🥇 Uno – ‘www.’ The pronunciation of ‘double-u‘ just cracks me up. I found myself humming this all-too-familiar set of letters later on that afternoon. 🎶 ‘vu vu vu’ 🎵 I sang as I walked to lab. 🎶 ‘vu vu vu’ 🎵 I hummed as I walked home. 🎶 ‘vu vu vu’ 🎵 my feet pounded out as I walked on the treadmill.
So, the book says “doppia vu“, but I guess when you are reading out a web address you can just say ‘vu vu vu‘ and I am going to do just that. I will probably also be singing most Italian web addresses from now on. #sorrynotsorry
🥈 Due – ‘Bella figura’
The discussion around this concept noted that it can be understood as ‘doing something in public that makes you look good in front of people’. Profe says the opposite of this concept exists in English (‘Brutta figura‘ – when someone makes a poor showing, appears in a bad light, or makes a fool of herself), however ‘Bella Figura‘ does not. We know that not all words can directly translate across languages, and it is important to remember that concepts often cannot either, due to their deep cultural roots. Although it does pain me a little that in American culture we lack a cutesy little phrase to encompass the idea of doing a beautiful deed in the public eye.
🥉 Tre – ‘magari!’ (and of course with a hand gesture) – My understanding of ‘magari‘ is equivalent to ‘ojalá‘ in Spanish. Which is like ‘let’s hope’, ‘hopefully’, or in a religious sense, ‘God willing’.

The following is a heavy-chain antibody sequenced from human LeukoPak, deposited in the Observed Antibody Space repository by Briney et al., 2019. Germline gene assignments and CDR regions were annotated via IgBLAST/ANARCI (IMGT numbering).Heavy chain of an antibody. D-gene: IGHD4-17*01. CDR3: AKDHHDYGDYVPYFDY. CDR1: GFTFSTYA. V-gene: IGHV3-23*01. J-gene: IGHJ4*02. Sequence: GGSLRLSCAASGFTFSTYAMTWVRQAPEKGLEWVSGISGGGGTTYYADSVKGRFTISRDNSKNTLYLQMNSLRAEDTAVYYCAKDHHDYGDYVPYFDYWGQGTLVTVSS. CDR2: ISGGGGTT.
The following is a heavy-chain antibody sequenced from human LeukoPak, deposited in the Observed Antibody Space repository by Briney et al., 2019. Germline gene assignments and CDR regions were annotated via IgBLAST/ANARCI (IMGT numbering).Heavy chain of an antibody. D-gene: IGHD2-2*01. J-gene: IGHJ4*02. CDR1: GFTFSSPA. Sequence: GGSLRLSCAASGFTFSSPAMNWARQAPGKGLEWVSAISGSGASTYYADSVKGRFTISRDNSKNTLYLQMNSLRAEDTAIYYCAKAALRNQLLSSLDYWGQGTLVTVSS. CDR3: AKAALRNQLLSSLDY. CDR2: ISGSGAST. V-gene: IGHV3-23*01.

Profe: “I am not stupid in Math, I am just good at other things”
I am in the right place. I hear you loud and clear. He continued on to “joke” 🤔 about still counting on his fingers, well that is no joke for me. Once I was counting in my head and my Grandfather looked at me, quite confused, and asked “do you need to take off your shoes?” Har har har.
While there were many amazing items I noted for my own teaching practice, today’s highlight came from a film made in 1982 (before every single one of us was born, except our professor. (See? I can make age-related jokes too 😉) Simone does a really good job off contextualizing concepts in our new Target Language based on our previous experience and knowledge. Take the movie ET for example, most of us have seen that movie, and hopefully most of us like that movie. We were discussing older video game consoles, as well as educational consoles from the 80s and early 90s and, all of a sudden we are watching a clip from ET in Italian, learning about the Speak & Spell toy/learning game, which followed up with a TV commercial in Italian (but of course via YouTube) for the Atari console (I think it was?). Anyway, the realia chosen and the flow of the input, was fun, the class connected with the content, and we were engaging three of our basic language learning skills: listening, reading, and cultural awareness. (A few of us shared our “ET watching experience” in English, which did employ a wee bit of first-week-of-class-bonding).
At the end of lab, if I heard correctly, well our teacher was speaking in English, so I do hope I heard correctly, that we are going to start designing our own avatars on Friday. I’m not gonna lie, I am pretty jazzed about that.
If it’s anything like my Bitmoji, that is going to be a hoot. She gets into all kinds of adventures, all in a very fashionable way of course….(< Simone was right, Avatars are good for practicing using the 3rd person…)